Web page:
Road test: Kia Sportage
There are some notable new diesel options behind Kia’s refreshed best-seller, explains Alex Grant.
SECTOR Medium SUV PRICE £20,305-£34,545 FUEL 36.7-58.9mpg CO2 126-178g/km
The fourth-generation Sportage must have seemed like the proverbial ‘difficult second album’ for Kia. A bold new look for a nameplate which almost single-handedly transformed the brand’s image from one of cheap runarounds and caravan-pullers to a manufacturer of stylish, desirable SUVs.
Thankfully, it’s shaped up to be a ‘Nevermind’, vastly outperforming its predecessor. In the UK, it’s become this segment’s second biggest-selling product, and 40% of Kia’s volume last year, with no signs of demand slowing. Customers for the Stonic and Niro SUVs have come from other brands, not the Sportage, and the broader new Ceed family is out to do the same.
Mid-life updates amount to a double-disc special edition, in that the packaging is pretty much unchanged; some new wheels, minor alterations to the grille and a chrome strip across the bumper that look a bit like a braced grin. The UK range comprises six trim levels, including a petrol-only special edition to mark 25 years of the Sportage, and two GT-Line versions.
Spec is generous wherever customers place themselves in that line-up. All include reversing cameras and rear parking sensors, cruise control, and Android Auto and Apple CarPlay connectivity for mapping and messaging. Built-in TomTom navigation comes in at the fleet-favourite ‘2’ grade, while leather means opting up to grade ‘4’. GT-Line models, now a quarter of UK volume, feature sports styling and Porsche-like four-pod LED headlights.
Petrol engines are carried over, albeit now with particulate filters, but, without the Ceed’s 1.0-litre three-cylinder turbo, their baseline 162g/km CO2 emissions offer limited fleet appeal. However, the diesel line-up is all-new, and now featuring AdBlue injection to reduce NOx output. Notably, this replaces the old 1.7-litre and 2.0-litre units with a new 1.6-litre unit, producing 114bhp on the entry-level trim, and 134bhp for the rest of the range.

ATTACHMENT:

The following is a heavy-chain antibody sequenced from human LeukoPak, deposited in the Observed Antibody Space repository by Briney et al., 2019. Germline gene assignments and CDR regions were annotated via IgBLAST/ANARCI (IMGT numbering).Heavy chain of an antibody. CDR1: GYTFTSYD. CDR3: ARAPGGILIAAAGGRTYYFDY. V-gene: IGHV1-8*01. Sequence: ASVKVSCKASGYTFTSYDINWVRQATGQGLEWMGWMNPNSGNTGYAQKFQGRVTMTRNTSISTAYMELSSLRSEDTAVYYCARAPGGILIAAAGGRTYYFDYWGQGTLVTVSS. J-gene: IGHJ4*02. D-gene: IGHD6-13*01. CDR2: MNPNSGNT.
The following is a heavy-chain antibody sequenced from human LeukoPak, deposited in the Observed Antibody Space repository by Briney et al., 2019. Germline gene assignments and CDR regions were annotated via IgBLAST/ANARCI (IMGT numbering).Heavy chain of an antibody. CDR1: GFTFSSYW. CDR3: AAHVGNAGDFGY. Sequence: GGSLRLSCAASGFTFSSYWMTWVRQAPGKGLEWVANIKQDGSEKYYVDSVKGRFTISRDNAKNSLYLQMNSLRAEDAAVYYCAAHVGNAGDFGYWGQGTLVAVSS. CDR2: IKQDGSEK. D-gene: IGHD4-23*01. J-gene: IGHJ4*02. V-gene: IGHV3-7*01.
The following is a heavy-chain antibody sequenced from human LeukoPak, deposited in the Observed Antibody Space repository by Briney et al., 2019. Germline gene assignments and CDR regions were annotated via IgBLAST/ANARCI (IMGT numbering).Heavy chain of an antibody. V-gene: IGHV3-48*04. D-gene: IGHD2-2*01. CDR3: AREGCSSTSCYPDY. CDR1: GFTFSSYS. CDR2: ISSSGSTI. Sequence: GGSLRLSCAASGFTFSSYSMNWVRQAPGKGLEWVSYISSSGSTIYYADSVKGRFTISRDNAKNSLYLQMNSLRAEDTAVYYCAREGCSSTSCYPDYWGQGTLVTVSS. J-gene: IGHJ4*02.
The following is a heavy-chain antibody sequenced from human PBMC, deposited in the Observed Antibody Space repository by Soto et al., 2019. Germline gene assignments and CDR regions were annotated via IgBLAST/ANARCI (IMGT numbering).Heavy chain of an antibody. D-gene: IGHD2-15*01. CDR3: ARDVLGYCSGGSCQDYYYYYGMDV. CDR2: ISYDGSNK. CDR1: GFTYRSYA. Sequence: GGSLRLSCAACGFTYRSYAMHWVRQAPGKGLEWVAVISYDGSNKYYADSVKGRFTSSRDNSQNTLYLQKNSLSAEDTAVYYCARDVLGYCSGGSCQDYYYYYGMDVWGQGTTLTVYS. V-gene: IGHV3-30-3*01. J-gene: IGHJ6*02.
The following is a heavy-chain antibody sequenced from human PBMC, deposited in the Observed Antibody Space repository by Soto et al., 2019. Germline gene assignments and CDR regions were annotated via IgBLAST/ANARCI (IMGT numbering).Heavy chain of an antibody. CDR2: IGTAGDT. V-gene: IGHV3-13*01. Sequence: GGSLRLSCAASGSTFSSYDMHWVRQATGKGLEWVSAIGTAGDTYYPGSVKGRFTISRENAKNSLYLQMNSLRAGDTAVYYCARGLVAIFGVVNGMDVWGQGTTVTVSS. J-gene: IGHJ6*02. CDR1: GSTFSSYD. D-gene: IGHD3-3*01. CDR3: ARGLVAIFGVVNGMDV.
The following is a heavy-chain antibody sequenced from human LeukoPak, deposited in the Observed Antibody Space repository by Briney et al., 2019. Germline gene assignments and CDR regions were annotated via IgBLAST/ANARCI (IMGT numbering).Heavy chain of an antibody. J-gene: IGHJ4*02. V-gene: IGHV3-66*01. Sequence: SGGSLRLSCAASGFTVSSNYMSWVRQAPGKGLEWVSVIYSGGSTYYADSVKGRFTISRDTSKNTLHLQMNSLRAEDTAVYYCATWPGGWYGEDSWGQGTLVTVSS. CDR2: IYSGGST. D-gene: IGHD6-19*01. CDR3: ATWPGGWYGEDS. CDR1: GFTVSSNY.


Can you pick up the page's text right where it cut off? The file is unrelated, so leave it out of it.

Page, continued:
The latter is the likely fleet best-seller, available with an optional twin-clutch automatic and four-wheel drive. It means most business-bought Sportages, typically fitted with the lacklustre 1.7-litre pre-facelift, will get a desirable power uplift in the new car. WLTP-derived ‘NEDC Correlated’ economy figures hide any real-world improvements, but the most efficient Sportage (a 1.6 CRDi auto) comes in at 58.9mpg and 126g/km, priced at £25,495 in ‘2’ guise (£23,995 for the manual). Unfortunately, it wasn’t available to test.
Instead, we tried Kia’s new 48-volt ‘mild hybrid’ system, which is debuting here. This uses a motor-generator to assist the engine while it’s under load, and charges a compact, 0.44kWh battery under the boot floor when it isn’t. The aim is to reduce the workload of the engine and enable it to switch off earlier while decelerating, powering on-board systems with the battery. It’s unintrusive and offers a claimed 4% economy boost, but the 1.6-litre diesel won’t get it until 2020. For now, it’s only offered on the 182bhp 2.0-litre diesel, and with a twin-clutch transmission and four-wheel drive.
It’s not a radical change, but it puts Kia’s chart-topper in good shape.
Useful updates for a popular car, albeit not enough to be class-leading. Not that this has ever been problematic before.
Key Fleet Model – Kia Sportage 1.6 CRDi 2
Strengths – Spacious, well-equipped.
Weaknesses – CO2 could be lower.